Senator refiles bill to end straight-ticket voting

  • No more straight party voting on Oklahoma ballots?

OKLAHOMA CITY – State Sen. J.J. Dossett hasn’t abandoned his effort to eliminate straight-party voting in Oklahoma.

The Owasso Democrat pre-filed Senate Bill 46 for consideration in the Legislature this year. He filed a similar measure in each of the last four years, as well.

Straight-party voting, also known as straight-ticket voting, allows a voter to choose a party’s entire slate of candidates with just a single ballot mark. A voter makes one mark or selection on the ballot in order to vote for every candidate of that party for each partisan office on the ballot.

Straight-ticket voting is a historical anachronism and Oklahoma’s statutory language is antiquated, Dossett indicated.

“When Oklahoma was founded more than a century ago, many voters were illiterate and perhaps didn’t have access to information about the candidates,” he said. Voters were “more isolated in 1907 and might not have known who the candidates were. So they based their selections on political parties and cast their votes on an emblem or a character: a rooster or donkey for the Democratic Party, an eagle or an elephant for the Republican Party.”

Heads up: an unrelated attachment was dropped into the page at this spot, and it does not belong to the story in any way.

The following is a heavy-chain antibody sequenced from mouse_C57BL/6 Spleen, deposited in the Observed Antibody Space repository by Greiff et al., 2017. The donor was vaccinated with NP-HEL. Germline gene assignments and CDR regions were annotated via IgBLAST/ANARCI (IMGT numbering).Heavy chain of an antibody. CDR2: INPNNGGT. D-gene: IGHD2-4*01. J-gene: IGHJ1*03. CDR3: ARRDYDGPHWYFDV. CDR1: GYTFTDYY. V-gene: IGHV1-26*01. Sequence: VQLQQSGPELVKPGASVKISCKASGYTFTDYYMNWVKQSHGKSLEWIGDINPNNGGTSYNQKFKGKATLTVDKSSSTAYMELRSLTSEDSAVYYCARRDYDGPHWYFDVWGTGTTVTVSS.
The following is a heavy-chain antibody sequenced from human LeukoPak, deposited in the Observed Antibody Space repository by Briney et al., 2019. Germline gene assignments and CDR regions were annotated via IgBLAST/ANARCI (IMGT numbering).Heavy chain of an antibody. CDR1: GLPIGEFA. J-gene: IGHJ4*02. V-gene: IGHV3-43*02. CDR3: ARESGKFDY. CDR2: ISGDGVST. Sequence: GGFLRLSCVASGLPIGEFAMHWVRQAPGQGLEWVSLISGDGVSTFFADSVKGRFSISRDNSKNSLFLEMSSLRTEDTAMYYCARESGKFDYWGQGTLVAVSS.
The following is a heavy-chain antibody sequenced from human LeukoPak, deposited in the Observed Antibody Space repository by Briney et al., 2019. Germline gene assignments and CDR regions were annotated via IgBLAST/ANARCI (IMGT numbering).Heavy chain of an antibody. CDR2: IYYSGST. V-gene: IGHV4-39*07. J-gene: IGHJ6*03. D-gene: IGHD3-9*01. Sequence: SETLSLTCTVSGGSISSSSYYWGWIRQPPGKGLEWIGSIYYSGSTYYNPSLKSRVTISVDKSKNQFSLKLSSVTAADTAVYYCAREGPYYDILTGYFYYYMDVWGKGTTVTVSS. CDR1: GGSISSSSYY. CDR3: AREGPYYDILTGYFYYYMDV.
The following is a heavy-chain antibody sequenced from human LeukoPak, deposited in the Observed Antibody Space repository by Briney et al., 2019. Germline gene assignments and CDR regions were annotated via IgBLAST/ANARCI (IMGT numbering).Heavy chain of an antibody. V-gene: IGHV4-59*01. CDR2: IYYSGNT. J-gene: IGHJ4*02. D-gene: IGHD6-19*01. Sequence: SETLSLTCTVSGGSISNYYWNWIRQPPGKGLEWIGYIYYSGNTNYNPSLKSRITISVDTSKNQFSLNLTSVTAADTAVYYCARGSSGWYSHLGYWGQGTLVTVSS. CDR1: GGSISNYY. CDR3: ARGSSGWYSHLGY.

With the technology available today, however, “A voter can easily find information about any candidate of any political party,” Dos- sett said. A voter “should be knowledgeable about who or what is on the ballot.”

Besides eliminating straight-party voting, SB 46 would replace masculine language in the statute with neutral language. A voter would mark his/her ballot for:

• “the voter’s choice of candidates” rather than for “the party of his choice”; or

• for the “choice the voter” desires to select, rather than for the “answer he” desires to select, when voting on a state question.

Under SB 46, “You could still vote for the candidates of just one party if you want to,” Dossett noted.

He described SB 46 as a “voter modernization” measure.

According to the National Conference of State Legislatures, six states allowed or offered straight-ticket voting this year: Oklahoma, Alabama, Indiana, Michigan, Kentucky and South Carolina.